So IF I’ve used DEBT to acquire more investments then the returns on those investments should pay off the interest on the debt and leave me with a great NET return on investment. PROVIDED the returns are in excess of the interest everything should be sweet.
Interest is a fixed amount and payable in cash. Returns are fluid and may not always be in cash.
So in many circumstances, paying off the debt can lower your opportunity to invest that money into investments which bring in returns well in excess of the interest on the debt.
@ Andee – Yep! The counter-argument is one that you put forward in your Financial Fence game, that:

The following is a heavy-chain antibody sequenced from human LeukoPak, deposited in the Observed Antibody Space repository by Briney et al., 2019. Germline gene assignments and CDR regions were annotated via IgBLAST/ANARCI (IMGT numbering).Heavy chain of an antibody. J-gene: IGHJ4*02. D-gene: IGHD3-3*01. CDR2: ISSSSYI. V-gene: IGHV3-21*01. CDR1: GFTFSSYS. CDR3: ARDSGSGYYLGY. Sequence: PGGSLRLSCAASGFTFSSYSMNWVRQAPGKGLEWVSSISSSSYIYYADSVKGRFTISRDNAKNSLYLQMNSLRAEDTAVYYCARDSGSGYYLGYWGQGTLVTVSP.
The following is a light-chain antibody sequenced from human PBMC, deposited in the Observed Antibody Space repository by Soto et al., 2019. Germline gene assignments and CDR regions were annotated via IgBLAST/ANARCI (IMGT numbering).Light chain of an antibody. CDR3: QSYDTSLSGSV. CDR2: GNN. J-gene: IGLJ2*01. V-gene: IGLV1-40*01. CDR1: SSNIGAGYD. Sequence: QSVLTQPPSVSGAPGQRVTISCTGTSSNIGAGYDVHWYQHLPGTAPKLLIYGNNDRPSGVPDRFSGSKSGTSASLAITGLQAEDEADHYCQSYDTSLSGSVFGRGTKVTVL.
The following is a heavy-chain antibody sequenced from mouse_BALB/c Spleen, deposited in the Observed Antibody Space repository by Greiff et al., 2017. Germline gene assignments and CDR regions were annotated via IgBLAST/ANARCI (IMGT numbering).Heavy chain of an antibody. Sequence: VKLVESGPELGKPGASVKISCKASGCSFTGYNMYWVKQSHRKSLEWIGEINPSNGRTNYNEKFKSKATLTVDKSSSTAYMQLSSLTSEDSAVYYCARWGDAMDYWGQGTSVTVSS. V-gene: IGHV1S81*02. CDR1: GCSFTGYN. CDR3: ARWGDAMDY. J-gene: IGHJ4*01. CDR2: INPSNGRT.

a) there are commonly-accepted ratios for business that tell you when you have too much debt, and
b) your game puts forward some ratios for private investors to ensure that they, too, do not acquire TOO MUCH DEBT.
My question is: if “paying off the debt can lower your opportunity to invest that money into investments which bring in returns well in excess of the interest on the debt” …
… why isn’t MORE debt of this type better? Why do we place (and, measure via these ratios) restrictions on the amount of debt that we take on??!
The limitations we put on debt are where there is NO RETURN from the capital which is supported by that debt. Also using a DEBT / EQUITY measure gives each individual the opportuity to have a risk profile which suits their appetite for risk.
SHAPE is the key here which is governed by the RETURN on EQUITY which takes into account BOTH the interest costs and the investment profits.
Bottom line for me is that DEBT should be paid back when the capital it is supporting can not get a return which is at least 3 times the cost of the debt.